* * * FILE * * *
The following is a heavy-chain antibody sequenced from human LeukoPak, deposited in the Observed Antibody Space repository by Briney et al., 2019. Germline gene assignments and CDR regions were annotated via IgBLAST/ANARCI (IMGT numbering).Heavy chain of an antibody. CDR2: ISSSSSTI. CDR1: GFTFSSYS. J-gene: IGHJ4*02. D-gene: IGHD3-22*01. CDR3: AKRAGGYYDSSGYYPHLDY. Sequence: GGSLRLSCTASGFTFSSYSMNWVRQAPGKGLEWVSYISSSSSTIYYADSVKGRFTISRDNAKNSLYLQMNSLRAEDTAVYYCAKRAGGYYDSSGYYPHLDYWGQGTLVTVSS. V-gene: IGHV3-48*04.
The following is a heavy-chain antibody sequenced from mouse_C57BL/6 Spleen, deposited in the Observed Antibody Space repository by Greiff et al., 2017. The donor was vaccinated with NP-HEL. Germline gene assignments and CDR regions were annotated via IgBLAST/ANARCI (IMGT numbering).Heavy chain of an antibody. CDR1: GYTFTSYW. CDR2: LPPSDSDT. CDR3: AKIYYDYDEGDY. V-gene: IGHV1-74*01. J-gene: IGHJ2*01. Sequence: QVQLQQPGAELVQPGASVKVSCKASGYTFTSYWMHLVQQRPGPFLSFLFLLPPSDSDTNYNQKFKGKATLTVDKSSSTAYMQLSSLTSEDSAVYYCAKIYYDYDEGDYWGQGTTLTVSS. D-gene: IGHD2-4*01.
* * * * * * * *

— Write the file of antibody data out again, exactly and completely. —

The following is a heavy-chain antibody sequenced from human LeukoPak, deposited in the Observed Antibody Space repository by Briney et al., 2019. Germline gene assignments and CDR regions were annotated via IgBLAST/ANARCI (IMGT numbering).Heavy chain of an antibody. CDR2: ISSSSSTI. CDR1: GFTFSSYS. J-gene: IGHJ4*02. D-gene: IGHD3-22*01. CDR3: AKRAGGYYDSSGYYPHLDY. Sequence: GGSLRLSCTASGFTFSSYSMNWVRQAPGKGLEWVSYISSSSSTIYYADSVKGRFTISRDNAKNSLYLQMNSLRAEDTAVYYCAKRAGGYYDSSGYYPHLDYWGQGTLVTVSS. V-gene: IGHV3-48*04.
The following is a heavy-chain antibody sequenced from mouse_C57BL/6 Spleen, deposited in the Observed Antibody Space repository by Greiff et al., 2017. The donor was vaccinated with NP-HEL. Germline gene assignments and CDR regions were annotated via IgBLAST/ANARCI (IMGT numbering).Heavy chain of an antibody. CDR1: GYTFTSYW. CDR2: LPPSDSDT. CDR3: AKIYYDYDEGDY. V-gene: IGHV1-74*01. J-gene: IGHJ2*01. Sequence: QVQLQQPGAELVQPGASVKVSCKASGYTFTSYWMHLVQQRPGPFLSFLFLLPPSDSDTNYNQKFKGKATLTVDKSSSTAYMQLSSLTSEDSAVYYCAKIYYDYDEGDYWGQGTTLTVSS. D-gene: IGHD2-4*01.